Schreber: Burgess and Freud
Anthony Burgess was fascinated by the life and work of Sigmund Freud. As a writer and composer, he often returned to the founder of modern psychoanalysis in his creative works. The list begins with his stage adaptation of Oedipus the King in 1972 (a consciously Freudian work). This was accompanied by the novel MF, which reworks the Oedipus story in a modern American setting.
In 1977 Burgess was commissioned to write the script for a six-hour drama about the life of Freud, to be broadcast on Canadian television, but the series did not go into production. He redeployed his material into a Freud novel, which eventually formed one of the three narratives in The End of the World News (1982).
Burgess’s private library contains numerous editions of Freud’s works, including his lectures, letters, a book of photographs of his house in Vienna (now the Freud Museum), and a number of biographies, including The Life of Sigmund Freud by Ernest Jones.
Among these Freudian writing projects was Schreber, a film script based on one of Freud’s case histories. Daniel Paul Schreber was a German high court judge who suffered from the delusion that he was an angelic being whose mission was to repopulate the world. Although Freud and Schreber never met, Freud made a close study of Schreber’s autobiography — Memoirs of My Nervous Illness, written in a psychiatric hospital — and based his analysis on this published document. Freud himself makes a brief appearance in Burgess’s script, giving his diagnosis to an audience of doctors in a Viennese lecture theatre.
In a pitching document for the film, Burgess described his Schreber story as ‘a disturbing motion picture of high quality.’ He completed his script, under the title ‘The Brain Killers’, on 13 August 1975. He discussed the film with Burt Lancaster in Iowa City later in the same year. The two men had become friends after Burgess wrote the script for Lew Grade’s epic Moses the Lawgiver, which starred Lancaster in the title role. Lancaster was in the audience when Burgess’s Symphony in C was premiered in Iowa on 22 October 1975.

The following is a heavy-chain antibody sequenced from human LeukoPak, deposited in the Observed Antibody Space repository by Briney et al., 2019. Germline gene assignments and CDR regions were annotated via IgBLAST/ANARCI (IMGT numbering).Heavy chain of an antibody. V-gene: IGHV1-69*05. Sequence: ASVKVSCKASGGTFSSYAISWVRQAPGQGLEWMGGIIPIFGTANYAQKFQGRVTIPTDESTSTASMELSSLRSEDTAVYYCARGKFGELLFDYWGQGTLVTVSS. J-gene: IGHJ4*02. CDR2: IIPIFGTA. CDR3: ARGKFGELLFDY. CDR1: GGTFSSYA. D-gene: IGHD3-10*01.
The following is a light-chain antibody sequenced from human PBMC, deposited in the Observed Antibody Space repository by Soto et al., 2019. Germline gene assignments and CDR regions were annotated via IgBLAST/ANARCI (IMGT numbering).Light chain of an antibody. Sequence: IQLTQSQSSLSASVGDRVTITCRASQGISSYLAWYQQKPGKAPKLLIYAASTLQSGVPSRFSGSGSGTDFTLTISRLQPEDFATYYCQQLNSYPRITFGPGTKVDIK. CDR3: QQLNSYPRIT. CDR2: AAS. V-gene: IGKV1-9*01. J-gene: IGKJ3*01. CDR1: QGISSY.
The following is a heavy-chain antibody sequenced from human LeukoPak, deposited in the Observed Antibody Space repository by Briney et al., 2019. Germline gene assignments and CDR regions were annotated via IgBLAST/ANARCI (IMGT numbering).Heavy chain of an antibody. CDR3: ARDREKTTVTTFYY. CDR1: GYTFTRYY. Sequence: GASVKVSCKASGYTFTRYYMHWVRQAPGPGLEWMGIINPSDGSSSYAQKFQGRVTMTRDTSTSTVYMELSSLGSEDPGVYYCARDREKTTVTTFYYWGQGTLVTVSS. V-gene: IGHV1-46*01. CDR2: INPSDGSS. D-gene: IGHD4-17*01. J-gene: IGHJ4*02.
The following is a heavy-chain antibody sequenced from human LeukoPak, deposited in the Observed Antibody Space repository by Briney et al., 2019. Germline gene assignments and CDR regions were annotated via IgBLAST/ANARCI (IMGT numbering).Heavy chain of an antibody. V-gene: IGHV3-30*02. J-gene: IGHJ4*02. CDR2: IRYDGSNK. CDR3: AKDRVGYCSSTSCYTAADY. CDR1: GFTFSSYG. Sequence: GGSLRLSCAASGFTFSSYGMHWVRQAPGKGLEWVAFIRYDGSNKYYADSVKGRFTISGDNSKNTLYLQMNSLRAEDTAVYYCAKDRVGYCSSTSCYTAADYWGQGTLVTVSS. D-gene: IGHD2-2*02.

Burgess mentions the Schreber project in the second volume of his autobiography, You’ve Had Your Time, published in 1990, but he misremembers Schreber’s name as ‘Schroeder’ (this looks like a Freudian slip). After the script was discovered in Burgess’s abandoned house in Bracciano, it joined the other manuscripts in the Burgess Foundation’s collection. Following the successful production of Burgess’s Oedipus the King on BBC Radio 3 in February 2017, the same production company — Naked Productions — has taken on the challenge of translating Burgess’s vision into a radio drama.
Schreber has been adapted for radio by the writer Jeff Young. The distinguished cast is led by Christopher Eccleston, an admirer of Burgess’s work who comes from the nearby city of Salford. The broadcast date for this world premiere performance is 22 March 2020 at 7:30pm.
‘I, for one, can never have enough of Freud,’ Burgess wrote in 1990. As a fellow cigar-smoker and coffee-drinker who was also, like Burgess, a prolific writer, Freud (whose name is garbled to ‘Fred Fraud’ in Puma) must have seemed congenial. On the penultimate page of his autobiography, Burgess announced his intention to retire from literature so that he could devote himself to a new opera.
This opera was to have been about the life of Sigmund Freud, and Burgess proposed to write a libretto in Viennese German. ‘I do not know whether this can be done,’ he wrote. ‘It will be hard to find a baritone willing to stop singing halfway through because Freud’s voice has been stilled by cancer of the jaw. Anna Freud, soprano, takes over from him and, in a final fantasy before death, he recovers the tones of a denouncing prophet to smash the tables of the law upon cowering Jung, Adler, Rank and Ferenczi. It seems to me that here we have a golden opportunity to use atonality and profound dissonance to represent the workings of the unconscious, while conscious action can be conveyed through the tonalism of Mahlerian music, café waltzes, bands in the park. Perhaps it will never be done.’
It was never done. Sadly, Burgess died three years later without having completed his opera. Although he did make some notes towards a libretto, none of the music seems to have been composed, because he was working on Byrne and other musical projects.
Given the wealth of available material, it is unlikely that we have heard the last about Burgess and Freud. Readers can expect to see more materials from the archive published as part of the Irwell Edition.